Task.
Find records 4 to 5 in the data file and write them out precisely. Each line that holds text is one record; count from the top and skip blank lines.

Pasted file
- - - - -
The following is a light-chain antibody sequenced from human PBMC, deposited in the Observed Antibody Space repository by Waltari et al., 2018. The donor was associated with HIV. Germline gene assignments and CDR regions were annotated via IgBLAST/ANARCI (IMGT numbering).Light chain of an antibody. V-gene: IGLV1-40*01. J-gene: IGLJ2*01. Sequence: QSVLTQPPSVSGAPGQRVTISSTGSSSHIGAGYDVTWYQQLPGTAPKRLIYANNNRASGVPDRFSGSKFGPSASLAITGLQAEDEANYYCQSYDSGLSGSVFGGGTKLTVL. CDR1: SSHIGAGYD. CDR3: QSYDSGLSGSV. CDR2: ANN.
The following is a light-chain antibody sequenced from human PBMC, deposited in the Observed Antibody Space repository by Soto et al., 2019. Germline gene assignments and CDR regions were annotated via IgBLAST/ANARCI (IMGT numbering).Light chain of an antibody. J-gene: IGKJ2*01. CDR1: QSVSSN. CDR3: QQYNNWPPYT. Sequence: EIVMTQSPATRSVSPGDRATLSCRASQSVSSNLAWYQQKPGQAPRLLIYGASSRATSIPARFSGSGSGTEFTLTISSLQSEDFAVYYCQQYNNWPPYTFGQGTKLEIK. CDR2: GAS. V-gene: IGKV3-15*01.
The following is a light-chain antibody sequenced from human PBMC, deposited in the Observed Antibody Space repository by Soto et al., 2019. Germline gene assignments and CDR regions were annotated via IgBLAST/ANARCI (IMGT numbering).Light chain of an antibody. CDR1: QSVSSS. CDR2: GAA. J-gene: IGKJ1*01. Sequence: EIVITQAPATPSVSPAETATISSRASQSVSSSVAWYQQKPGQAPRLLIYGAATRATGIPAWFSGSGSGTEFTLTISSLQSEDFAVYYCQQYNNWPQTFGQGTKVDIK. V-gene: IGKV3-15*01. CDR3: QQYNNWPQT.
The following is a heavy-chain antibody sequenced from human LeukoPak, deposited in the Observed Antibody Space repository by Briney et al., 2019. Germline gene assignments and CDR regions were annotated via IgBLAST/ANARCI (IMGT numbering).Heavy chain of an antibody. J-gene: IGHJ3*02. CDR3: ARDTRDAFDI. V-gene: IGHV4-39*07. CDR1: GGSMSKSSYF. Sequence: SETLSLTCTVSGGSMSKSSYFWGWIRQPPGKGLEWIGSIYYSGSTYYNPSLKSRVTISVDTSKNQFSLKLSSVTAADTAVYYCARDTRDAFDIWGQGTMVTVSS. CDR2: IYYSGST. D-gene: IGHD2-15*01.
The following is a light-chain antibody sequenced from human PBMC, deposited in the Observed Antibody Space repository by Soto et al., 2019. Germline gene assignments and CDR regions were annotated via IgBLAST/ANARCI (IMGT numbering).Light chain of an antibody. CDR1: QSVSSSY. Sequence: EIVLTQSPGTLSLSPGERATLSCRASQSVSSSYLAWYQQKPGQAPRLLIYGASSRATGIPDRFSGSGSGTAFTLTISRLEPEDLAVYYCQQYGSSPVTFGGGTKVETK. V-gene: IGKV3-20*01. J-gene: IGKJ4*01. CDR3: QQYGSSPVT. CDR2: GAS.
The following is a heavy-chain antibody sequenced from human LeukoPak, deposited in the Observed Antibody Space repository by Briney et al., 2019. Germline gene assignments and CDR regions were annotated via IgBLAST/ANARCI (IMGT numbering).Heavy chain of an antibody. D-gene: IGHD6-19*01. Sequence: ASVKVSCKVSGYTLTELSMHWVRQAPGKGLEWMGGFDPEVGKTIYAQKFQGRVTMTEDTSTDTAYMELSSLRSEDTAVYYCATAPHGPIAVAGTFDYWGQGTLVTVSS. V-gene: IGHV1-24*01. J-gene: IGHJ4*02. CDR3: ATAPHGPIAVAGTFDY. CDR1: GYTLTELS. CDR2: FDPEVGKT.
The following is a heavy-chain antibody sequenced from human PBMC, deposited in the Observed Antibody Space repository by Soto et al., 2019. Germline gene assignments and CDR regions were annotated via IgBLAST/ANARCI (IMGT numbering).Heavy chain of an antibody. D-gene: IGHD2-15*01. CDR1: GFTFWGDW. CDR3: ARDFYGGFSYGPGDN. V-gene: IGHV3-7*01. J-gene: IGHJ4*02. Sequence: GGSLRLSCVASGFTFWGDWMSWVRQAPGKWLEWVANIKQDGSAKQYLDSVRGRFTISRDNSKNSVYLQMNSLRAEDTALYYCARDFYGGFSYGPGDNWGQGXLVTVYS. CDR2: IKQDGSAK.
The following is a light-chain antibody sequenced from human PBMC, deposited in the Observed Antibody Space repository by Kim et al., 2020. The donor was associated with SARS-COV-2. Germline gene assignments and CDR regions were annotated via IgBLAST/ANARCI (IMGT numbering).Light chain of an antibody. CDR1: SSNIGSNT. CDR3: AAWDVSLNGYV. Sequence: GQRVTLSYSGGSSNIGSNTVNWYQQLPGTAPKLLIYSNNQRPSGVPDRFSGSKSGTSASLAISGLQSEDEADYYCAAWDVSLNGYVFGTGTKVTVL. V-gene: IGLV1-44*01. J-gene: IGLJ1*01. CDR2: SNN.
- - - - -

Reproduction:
The following is a heavy-chain antibody sequenced from human LeukoPak, deposited in the Observed Antibody Space repository by Briney et al., 2019. Germline gene assignments and CDR regions were annotated via IgBLAST/ANARCI (IMGT numbering).Heavy chain of an antibody. J-gene: IGHJ3*02. CDR3: ARDTRDAFDI. V-gene: IGHV4-39*07. CDR1: GGSMSKSSYF. Sequence: SETLSLTCTVSGGSMSKSSYFWGWIRQPPGKGLEWIGSIYYSGSTYYNPSLKSRVTISVDTSKNQFSLKLSSVTAADTAVYYCARDTRDAFDIWGQGTMVTVSS. CDR2: IYYSGST. D-gene: IGHD2-15*01.
The following is a light-chain antibody sequenced from human PBMC, deposited in the Observed Antibody Space repository by Soto et al., 2019. Germline gene assignments and CDR regions were annotated via IgBLAST/ANARCI (IMGT numbering).Light chain of an antibody. CDR1: QSVSSSY. Sequence: EIVLTQSPGTLSLSPGERATLSCRASQSVSSSYLAWYQQKPGQAPRLLIYGASSRATGIPDRFSGSGSGTAFTLTISRLEPEDLAVYYCQQYGSSPVTFGGGTKVETK. V-gene: IGKV3-20*01. J-gene: IGKJ4*01. CDR3: QQYGSSPVT. CDR2: GAS.